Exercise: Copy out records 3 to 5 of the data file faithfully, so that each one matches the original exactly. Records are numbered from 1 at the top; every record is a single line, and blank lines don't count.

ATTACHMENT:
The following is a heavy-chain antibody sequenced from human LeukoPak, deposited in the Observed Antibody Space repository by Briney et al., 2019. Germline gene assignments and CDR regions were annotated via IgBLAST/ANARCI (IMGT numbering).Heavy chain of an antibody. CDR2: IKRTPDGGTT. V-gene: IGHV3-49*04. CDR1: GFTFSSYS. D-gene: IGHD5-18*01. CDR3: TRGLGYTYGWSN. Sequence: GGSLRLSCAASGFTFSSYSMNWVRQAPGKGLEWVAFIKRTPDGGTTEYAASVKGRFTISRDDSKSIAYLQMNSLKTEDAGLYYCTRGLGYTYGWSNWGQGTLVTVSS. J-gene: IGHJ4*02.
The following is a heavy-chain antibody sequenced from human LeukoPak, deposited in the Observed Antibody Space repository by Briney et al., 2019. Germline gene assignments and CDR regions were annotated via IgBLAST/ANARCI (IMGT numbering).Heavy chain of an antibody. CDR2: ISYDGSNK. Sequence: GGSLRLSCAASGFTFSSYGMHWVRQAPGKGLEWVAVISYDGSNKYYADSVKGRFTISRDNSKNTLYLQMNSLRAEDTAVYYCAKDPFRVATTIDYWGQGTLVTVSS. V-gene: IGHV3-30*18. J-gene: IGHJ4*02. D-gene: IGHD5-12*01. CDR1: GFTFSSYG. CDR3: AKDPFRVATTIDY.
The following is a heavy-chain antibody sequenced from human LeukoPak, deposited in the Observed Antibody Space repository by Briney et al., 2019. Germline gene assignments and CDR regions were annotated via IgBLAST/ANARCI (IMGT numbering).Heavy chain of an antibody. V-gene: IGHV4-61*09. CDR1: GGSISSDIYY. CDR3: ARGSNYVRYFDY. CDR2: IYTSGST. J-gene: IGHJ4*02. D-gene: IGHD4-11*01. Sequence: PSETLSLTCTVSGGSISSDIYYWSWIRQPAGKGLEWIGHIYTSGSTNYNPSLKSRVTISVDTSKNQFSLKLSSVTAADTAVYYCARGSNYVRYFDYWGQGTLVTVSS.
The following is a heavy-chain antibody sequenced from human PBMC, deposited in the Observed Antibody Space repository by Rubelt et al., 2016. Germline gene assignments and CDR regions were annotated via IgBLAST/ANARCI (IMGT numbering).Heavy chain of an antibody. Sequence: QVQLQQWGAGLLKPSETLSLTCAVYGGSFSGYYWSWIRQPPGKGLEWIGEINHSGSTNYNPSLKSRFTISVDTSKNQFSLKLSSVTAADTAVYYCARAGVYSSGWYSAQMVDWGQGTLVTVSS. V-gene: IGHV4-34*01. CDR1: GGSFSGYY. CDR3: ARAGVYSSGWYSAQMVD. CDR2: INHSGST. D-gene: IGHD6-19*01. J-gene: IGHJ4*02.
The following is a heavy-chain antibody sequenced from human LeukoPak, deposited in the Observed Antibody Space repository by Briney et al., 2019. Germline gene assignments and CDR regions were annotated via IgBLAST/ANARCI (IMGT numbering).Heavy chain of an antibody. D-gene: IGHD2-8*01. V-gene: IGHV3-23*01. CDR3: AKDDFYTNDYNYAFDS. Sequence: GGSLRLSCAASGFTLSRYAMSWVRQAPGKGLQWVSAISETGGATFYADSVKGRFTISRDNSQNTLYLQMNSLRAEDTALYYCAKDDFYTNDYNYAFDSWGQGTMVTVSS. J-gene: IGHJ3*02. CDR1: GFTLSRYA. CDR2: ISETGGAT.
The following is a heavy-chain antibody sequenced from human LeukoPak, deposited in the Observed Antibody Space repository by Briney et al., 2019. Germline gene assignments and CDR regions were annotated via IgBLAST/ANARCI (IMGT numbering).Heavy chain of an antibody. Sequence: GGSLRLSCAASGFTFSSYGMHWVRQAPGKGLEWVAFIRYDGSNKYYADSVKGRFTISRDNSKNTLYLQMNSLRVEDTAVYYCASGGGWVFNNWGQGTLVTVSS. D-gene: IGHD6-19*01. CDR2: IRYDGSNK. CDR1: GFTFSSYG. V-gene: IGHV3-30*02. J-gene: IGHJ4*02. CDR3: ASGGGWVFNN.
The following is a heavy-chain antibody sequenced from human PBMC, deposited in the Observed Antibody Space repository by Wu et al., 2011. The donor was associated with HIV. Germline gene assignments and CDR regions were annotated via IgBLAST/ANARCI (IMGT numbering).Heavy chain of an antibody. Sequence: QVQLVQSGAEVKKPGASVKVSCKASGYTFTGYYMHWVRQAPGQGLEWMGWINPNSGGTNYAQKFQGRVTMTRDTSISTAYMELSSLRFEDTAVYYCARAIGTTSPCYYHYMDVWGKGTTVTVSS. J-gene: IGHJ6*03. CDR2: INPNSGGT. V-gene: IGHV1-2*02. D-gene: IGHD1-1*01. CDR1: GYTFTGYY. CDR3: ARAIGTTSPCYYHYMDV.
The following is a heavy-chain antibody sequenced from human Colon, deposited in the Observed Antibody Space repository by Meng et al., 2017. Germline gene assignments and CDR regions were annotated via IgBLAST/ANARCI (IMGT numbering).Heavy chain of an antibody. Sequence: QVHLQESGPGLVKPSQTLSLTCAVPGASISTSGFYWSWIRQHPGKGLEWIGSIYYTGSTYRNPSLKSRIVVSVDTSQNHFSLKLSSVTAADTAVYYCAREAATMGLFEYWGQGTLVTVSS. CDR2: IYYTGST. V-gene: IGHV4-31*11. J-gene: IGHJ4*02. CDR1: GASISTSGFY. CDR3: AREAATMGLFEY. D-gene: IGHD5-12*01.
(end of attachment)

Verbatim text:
The following is a heavy-chain antibody sequenced from human LeukoPak, deposited in the Observed Antibody Space repository by Briney et al., 2019. Germline gene assignments and CDR regions were annotated via IgBLAST/ANARCI (IMGT numbering).Heavy chain of an antibody. V-gene: IGHV4-61*09. CDR1: GGSISSDIYY. CDR3: ARGSNYVRYFDY. CDR2: IYTSGST. J-gene: IGHJ4*02. D-gene: IGHD4-11*01. Sequence: PSETLSLTCTVSGGSISSDIYYWSWIRQPAGKGLEWIGHIYTSGSTNYNPSLKSRVTISVDTSKNQFSLKLSSVTAADTAVYYCARGSNYVRYFDYWGQGTLVTVSS.
The following is a heavy-chain antibody sequenced from human PBMC, deposited in the Observed Antibody Space repository by Rubelt et al., 2016. Germline gene assignments and CDR regions were annotated via IgBLAST/ANARCI (IMGT numbering).Heavy chain of an antibody. Sequence: QVQLQQWGAGLLKPSETLSLTCAVYGGSFSGYYWSWIRQPPGKGLEWIGEINHSGSTNYNPSLKSRFTISVDTSKNQFSLKLSSVTAADTAVYYCARAGVYSSGWYSAQMVDWGQGTLVTVSS. V-gene: IGHV4-34*01. CDR1: GGSFSGYY. CDR3: ARAGVYSSGWYSAQMVD. CDR2: INHSGST. D-gene: IGHD6-19*01. J-gene: IGHJ4*02.
The following is a heavy-chain antibody sequenced from human LeukoPak, deposited in the Observed Antibody Space repository by Briney et al., 2019. Germline gene assignments and CDR regions were annotated via IgBLAST/ANARCI (IMGT numbering).Heavy chain of an antibody. D-gene: IGHD2-8*01. V-gene: IGHV3-23*01. CDR3: AKDDFYTNDYNYAFDS. Sequence: GGSLRLSCAASGFTLSRYAMSWVRQAPGKGLQWVSAISETGGATFYADSVKGRFTISRDNSQNTLYLQMNSLRAEDTALYYCAKDDFYTNDYNYAFDSWGQGTMVTVSS. J-gene: IGHJ3*02. CDR1: GFTLSRYA. CDR2: ISETGGAT.